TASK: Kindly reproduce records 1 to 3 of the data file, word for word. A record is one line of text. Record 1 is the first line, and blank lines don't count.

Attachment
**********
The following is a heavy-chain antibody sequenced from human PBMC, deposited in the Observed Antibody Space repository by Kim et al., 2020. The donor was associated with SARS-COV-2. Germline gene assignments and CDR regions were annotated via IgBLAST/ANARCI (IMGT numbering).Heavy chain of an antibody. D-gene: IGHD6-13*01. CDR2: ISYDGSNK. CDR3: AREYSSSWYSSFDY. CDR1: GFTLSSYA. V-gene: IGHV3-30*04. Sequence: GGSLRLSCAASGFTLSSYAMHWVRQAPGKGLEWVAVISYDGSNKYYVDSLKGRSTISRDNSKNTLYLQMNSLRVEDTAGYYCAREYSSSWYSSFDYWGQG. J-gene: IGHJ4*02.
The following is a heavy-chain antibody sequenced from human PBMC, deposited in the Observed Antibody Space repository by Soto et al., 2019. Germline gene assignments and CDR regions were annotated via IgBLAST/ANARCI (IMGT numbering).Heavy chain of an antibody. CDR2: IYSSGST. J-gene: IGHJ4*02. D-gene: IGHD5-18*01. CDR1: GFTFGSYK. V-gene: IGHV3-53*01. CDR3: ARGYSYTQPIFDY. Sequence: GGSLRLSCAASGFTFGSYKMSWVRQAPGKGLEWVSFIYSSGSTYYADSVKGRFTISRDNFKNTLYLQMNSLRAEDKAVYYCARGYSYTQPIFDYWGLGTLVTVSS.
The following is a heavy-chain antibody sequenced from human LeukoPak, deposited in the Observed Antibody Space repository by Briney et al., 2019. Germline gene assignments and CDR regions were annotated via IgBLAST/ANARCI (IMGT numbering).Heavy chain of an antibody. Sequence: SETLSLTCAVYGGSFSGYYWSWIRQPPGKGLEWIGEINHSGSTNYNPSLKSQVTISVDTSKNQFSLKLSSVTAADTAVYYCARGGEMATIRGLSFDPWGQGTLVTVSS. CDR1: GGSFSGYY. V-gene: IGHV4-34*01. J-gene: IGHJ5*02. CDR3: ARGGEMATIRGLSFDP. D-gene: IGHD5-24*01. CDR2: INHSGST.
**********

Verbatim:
The following is a heavy-chain antibody sequenced from human PBMC, deposited in the Observed Antibody Space repository by Kim et al., 2020. The donor was associated with SARS-COV-2. Germline gene assignments and CDR regions were annotated via IgBLAST/ANARCI (IMGT numbering).Heavy chain of an antibody. D-gene: IGHD6-13*01. CDR2: ISYDGSNK. CDR3: AREYSSSWYSSFDY. CDR1: GFTLSSYA. V-gene: IGHV3-30*04. Sequence: GGSLRLSCAASGFTLSSYAMHWVRQAPGKGLEWVAVISYDGSNKYYVDSLKGRSTISRDNSKNTLYLQMNSLRVEDTAGYYCAREYSSSWYSSFDYWGQG. J-gene: IGHJ4*02.
The following is a heavy-chain antibody sequenced from human PBMC, deposited in the Observed Antibody Space repository by Soto et al., 2019. Germline gene assignments and CDR regions were annotated via IgBLAST/ANARCI (IMGT numbering).Heavy chain of an antibody. CDR2: IYSSGST. J-gene: IGHJ4*02. D-gene: IGHD5-18*01. CDR1: GFTFGSYK. V-gene: IGHV3-53*01. CDR3: ARGYSYTQPIFDY. Sequence: GGSLRLSCAASGFTFGSYKMSWVRQAPGKGLEWVSFIYSSGSTYYADSVKGRFTISRDNFKNTLYLQMNSLRAEDKAVYYCARGYSYTQPIFDYWGLGTLVTVSS.
The following is a heavy-chain antibody sequenced from human LeukoPak, deposited in the Observed Antibody Space repository by Briney et al., 2019. Germline gene assignments and CDR regions were annotated via IgBLAST/ANARCI (IMGT numbering).Heavy chain of an antibody. Sequence: SETLSLTCAVYGGSFSGYYWSWIRQPPGKGLEWIGEINHSGSTNYNPSLKSQVTISVDTSKNQFSLKLSSVTAADTAVYYCARGGEMATIRGLSFDPWGQGTLVTVSS. CDR1: GGSFSGYY. V-gene: IGHV4-34*01. J-gene: IGHJ5*02. CDR3: ARGGEMATIRGLSFDP. D-gene: IGHD5-24*01. CDR2: INHSGST.